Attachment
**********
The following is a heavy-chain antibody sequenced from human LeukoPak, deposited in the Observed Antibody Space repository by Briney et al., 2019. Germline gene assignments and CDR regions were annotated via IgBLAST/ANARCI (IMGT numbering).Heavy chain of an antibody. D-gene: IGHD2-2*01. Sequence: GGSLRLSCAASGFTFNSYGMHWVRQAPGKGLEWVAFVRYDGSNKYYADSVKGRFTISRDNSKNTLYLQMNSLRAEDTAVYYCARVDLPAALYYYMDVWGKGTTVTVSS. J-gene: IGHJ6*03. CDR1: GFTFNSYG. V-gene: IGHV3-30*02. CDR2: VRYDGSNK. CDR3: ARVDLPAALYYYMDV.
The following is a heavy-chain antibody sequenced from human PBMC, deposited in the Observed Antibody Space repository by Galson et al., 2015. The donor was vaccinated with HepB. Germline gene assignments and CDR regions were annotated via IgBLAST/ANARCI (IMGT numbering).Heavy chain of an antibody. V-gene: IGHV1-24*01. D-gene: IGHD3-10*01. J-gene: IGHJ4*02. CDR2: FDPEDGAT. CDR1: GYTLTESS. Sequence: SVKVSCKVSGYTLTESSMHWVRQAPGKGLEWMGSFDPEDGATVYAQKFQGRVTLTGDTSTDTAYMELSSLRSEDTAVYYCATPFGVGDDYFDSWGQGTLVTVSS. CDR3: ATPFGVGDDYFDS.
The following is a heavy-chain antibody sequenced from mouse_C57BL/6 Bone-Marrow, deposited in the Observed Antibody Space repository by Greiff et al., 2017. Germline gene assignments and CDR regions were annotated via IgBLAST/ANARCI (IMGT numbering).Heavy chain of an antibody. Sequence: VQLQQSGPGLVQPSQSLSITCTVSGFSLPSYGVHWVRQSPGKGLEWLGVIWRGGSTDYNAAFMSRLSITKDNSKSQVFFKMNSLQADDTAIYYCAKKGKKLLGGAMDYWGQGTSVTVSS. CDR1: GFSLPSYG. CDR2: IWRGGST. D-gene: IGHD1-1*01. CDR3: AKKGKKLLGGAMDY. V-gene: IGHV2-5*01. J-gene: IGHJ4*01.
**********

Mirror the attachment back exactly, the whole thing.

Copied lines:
The following is a heavy-chain antibody sequenced from human LeukoPak, deposited in the Observed Antibody Space repository by Briney et al., 2019. Germline gene assignments and CDR regions were annotated via IgBLAST/ANARCI (IMGT numbering).Heavy chain of an antibody. D-gene: IGHD2-2*01. Sequence: GGSLRLSCAASGFTFNSYGMHWVRQAPGKGLEWVAFVRYDGSNKYYADSVKGRFTISRDNSKNTLYLQMNSLRAEDTAVYYCARVDLPAALYYYMDVWGKGTTVTVSS. J-gene: IGHJ6*03. CDR1: GFTFNSYG. V-gene: IGHV3-30*02. CDR2: VRYDGSNK. CDR3: ARVDLPAALYYYMDV.
The following is a heavy-chain antibody sequenced from human PBMC, deposited in the Observed Antibody Space repository by Galson et al., 2015. The donor was vaccinated with HepB. Germline gene assignments and CDR regions were annotated via IgBLAST/ANARCI (IMGT numbering).Heavy chain of an antibody. V-gene: IGHV1-24*01. D-gene: IGHD3-10*01. J-gene: IGHJ4*02. CDR2: FDPEDGAT. CDR1: GYTLTESS. Sequence: SVKVSCKVSGYTLTESSMHWVRQAPGKGLEWMGSFDPEDGATVYAQKFQGRVTLTGDTSTDTAYMELSSLRSEDTAVYYCATPFGVGDDYFDSWGQGTLVTVSS. CDR3: ATPFGVGDDYFDS.
The following is a heavy-chain antibody sequenced from mouse_C57BL/6 Bone-Marrow, deposited in the Observed Antibody Space repository by Greiff et al., 2017. Germline gene assignments and CDR regions were annotated via IgBLAST/ANARCI (IMGT numbering).Heavy chain of an antibody. Sequence: VQLQQSGPGLVQPSQSLSITCTVSGFSLPSYGVHWVRQSPGKGLEWLGVIWRGGSTDYNAAFMSRLSITKDNSKSQVFFKMNSLQADDTAIYYCAKKGKKLLGGAMDYWGQGTSVTVSS. CDR1: GFSLPSYG. CDR2: IWRGGST. D-gene: IGHD1-1*01. CDR3: AKKGKKLLGGAMDY. V-gene: IGHV2-5*01. J-gene: IGHJ4*01.